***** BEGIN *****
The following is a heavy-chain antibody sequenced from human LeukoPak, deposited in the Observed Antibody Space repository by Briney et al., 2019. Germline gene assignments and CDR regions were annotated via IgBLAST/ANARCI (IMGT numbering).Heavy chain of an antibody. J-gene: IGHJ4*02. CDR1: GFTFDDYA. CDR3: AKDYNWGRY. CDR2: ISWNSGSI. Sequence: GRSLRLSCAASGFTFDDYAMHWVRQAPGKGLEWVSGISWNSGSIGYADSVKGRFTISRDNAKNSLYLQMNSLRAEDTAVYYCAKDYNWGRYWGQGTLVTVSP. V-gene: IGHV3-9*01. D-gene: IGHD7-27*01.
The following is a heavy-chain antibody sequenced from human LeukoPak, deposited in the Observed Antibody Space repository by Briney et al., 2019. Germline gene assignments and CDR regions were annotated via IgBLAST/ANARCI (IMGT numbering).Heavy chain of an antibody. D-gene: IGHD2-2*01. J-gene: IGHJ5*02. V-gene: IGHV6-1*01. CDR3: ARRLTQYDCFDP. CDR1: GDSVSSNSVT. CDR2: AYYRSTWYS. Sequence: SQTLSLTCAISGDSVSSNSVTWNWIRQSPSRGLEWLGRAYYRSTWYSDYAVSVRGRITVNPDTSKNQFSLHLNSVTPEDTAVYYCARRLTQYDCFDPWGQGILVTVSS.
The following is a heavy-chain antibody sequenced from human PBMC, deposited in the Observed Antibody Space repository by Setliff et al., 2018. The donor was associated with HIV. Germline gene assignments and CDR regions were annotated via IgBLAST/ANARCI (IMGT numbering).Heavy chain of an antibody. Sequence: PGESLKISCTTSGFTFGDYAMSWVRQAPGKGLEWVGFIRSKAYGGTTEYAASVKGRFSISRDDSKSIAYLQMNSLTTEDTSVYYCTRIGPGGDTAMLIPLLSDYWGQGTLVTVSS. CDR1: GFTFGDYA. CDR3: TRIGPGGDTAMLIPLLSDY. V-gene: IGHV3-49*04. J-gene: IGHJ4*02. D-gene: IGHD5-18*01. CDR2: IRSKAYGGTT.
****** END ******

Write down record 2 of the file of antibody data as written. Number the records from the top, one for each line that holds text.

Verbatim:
The following is a heavy-chain antibody sequenced from human LeukoPak, deposited in the Observed Antibody Space repository by Briney et al., 2019. Germline gene assignments and CDR regions were annotated via IgBLAST/ANARCI (IMGT numbering).Heavy chain of an antibody. D-gene: IGHD2-2*01. J-gene: IGHJ5*02. V-gene: IGHV6-1*01. CDR3: ARRLTQYDCFDP. CDR1: GDSVSSNSVT. CDR2: AYYRSTWYS. Sequence: SQTLSLTCAISGDSVSSNSVTWNWIRQSPSRGLEWLGRAYYRSTWYSDYAVSVRGRITVNPDTSKNQFSLHLNSVTPEDTAVYYCARRLTQYDCFDPWGQGILVTVSS.